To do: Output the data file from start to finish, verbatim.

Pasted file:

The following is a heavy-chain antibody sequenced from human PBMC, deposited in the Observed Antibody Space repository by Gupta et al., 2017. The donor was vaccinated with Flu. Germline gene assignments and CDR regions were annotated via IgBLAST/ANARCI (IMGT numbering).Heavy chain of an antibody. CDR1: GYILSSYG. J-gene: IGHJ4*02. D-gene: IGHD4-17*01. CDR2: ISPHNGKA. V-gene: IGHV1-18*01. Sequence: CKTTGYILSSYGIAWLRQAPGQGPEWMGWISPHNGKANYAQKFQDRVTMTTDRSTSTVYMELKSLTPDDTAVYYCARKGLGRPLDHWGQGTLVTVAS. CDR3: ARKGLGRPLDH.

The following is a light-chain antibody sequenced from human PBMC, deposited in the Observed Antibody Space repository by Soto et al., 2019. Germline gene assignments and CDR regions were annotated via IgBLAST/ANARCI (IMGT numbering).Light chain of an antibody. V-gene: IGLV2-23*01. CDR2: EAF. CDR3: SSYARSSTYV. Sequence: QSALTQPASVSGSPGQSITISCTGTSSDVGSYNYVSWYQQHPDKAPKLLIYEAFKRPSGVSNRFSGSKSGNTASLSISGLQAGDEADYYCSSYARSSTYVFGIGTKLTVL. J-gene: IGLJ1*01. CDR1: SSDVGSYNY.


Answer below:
The following is a heavy-chain antibody sequenced from human PBMC, deposited in the Observed Antibody Space repository by Gupta et al., 2017. The donor was vaccinated with Flu. Germline gene assignments and CDR regions were annotated via IgBLAST/ANARCI (IMGT numbering).Heavy chain of an antibody. CDR1: GYILSSYG. J-gene: IGHJ4*02. D-gene: IGHD4-17*01. CDR2: ISPHNGKA. V-gene: IGHV1-18*01. Sequence: CKTTGYILSSYGIAWLRQAPGQGPEWMGWISPHNGKANYAQKFQDRVTMTTDRSTSTVYMELKSLTPDDTAVYYCARKGLGRPLDHWGQGTLVTVAS. CDR3: ARKGLGRPLDH.

The following is a light-chain antibody sequenced from human PBMC, deposited in the Observed Antibody Space repository by Soto et al., 2019. Germline gene assignments and CDR regions were annotated via IgBLAST/ANARCI (IMGT numbering).Light chain of an antibody. V-gene: IGLV2-23*01. CDR2: EAF. CDR3: SSYARSSTYV. Sequence: QSALTQPASVSGSPGQSITISCTGTSSDVGSYNYVSWYQQHPDKAPKLLIYEAFKRPSGVSNRFSGSKSGNTASLSISGLQAGDEADYYCSSYARSSTYVFGIGTKLTVL. J-gene: IGLJ1*01. CDR1: SSDVGSYNY.